It's funny though. Few times a month I'd ask myself: "Why am I not wring anymore?" It's not like I had totally nothing to say. Probably, just wasn't in the right mood.
Anyways, a lot of things happend during last year. I finally realized DataPortability project didn't work for me. I was really disappointed. For a lot of reasons, which I can't say are all facts. Some of them are just my assumptions. But for one I can tell you I didn't like how Chris Saad was supposedly leading the group at all, and sometimes it really seemed like he was just using DP project to promote others he was involved in.
I gave a few lessons of Salsa dancing here over Barrio Latino school. It was a hell of an experience. I usually teach a little bit of Software Engineering every year at the university I work in but, teaching to dance is something much different from computer science :)
In the winter season I went snowboarding hereabouts a lot, especially in December. It was a lot of fun.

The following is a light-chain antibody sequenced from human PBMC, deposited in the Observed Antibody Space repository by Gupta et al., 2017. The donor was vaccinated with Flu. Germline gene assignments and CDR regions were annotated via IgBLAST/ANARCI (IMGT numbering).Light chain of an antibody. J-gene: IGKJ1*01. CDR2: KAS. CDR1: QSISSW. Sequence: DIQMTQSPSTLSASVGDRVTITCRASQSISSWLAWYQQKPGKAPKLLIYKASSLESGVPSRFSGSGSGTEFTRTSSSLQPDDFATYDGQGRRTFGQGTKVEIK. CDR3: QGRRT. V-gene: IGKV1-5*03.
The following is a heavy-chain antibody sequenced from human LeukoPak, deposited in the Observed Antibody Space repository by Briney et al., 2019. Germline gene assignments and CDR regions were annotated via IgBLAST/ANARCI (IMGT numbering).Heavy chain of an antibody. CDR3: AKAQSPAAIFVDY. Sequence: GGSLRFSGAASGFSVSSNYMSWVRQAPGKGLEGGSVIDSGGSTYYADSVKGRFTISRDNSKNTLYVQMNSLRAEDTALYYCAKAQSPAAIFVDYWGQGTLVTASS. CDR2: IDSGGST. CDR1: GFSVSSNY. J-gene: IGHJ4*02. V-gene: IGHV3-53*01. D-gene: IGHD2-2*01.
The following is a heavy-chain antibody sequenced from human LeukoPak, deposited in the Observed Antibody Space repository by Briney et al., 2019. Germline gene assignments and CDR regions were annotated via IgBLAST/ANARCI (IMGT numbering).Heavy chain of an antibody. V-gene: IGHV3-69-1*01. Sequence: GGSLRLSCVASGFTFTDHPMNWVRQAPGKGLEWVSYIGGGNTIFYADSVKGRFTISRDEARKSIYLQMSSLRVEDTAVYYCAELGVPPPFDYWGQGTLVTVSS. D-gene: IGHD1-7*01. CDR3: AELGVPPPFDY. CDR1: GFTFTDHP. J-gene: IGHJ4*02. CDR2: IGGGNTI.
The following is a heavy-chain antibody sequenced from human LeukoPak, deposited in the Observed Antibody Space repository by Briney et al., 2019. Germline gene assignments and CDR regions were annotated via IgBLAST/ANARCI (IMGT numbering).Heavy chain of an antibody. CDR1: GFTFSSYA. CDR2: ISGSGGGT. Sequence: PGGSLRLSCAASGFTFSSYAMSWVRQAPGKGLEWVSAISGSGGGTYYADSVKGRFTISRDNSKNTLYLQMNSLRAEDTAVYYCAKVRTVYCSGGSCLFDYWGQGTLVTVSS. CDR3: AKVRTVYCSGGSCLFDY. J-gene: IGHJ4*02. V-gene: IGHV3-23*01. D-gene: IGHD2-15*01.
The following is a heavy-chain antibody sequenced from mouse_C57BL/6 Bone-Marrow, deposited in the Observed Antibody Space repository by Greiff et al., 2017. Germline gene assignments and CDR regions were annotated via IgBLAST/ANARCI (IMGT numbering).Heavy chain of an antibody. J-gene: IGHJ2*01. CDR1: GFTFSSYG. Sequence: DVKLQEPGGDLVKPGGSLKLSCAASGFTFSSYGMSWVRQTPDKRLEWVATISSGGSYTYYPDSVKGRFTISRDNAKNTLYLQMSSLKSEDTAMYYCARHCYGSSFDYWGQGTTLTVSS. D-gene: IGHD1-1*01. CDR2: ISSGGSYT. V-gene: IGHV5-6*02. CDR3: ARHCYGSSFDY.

Lately, I've been working on some new projects. One of them is called Pinkr. I'm really excited about it. Ever heard of Nokia Sports Tracker or Garmin Connect?
Basically, there are two components that work together: an application for mobile device (well, a cell phone) and a web application, the server-side. The mobile app, leveraging GPS, can store or otherwise transmit (over an internet connection) your current location. Based on that data and a couple of more parameters, the server-side app is able to compute the instant mechanical power you produce during your course of run or biking, how much calories you've burned and other metabolic info. All that in real-time!
Pinkr is different from others in that
- there are more sophisticated formulas involved;
- you don't need a special device or a particular cell phone, just about any mobile that can run J2ME application;
- all is happening in real-time so can be used for on-line training, monitoring, etc.
My picks of the year so far? WolframAlpha and Google Wave. Both have totally blown me out.
A couple of things though.
- Too bad at WolframAlpha they have statistical data about the United States only but I'm almost sure they're already working on extending it to other countries.
- During the Google Wave demo I might've missed it or they didn't talk about a bridge between SMTP and Wave (or whatever they'll name it) protocols, but I think it's doable fairly easy.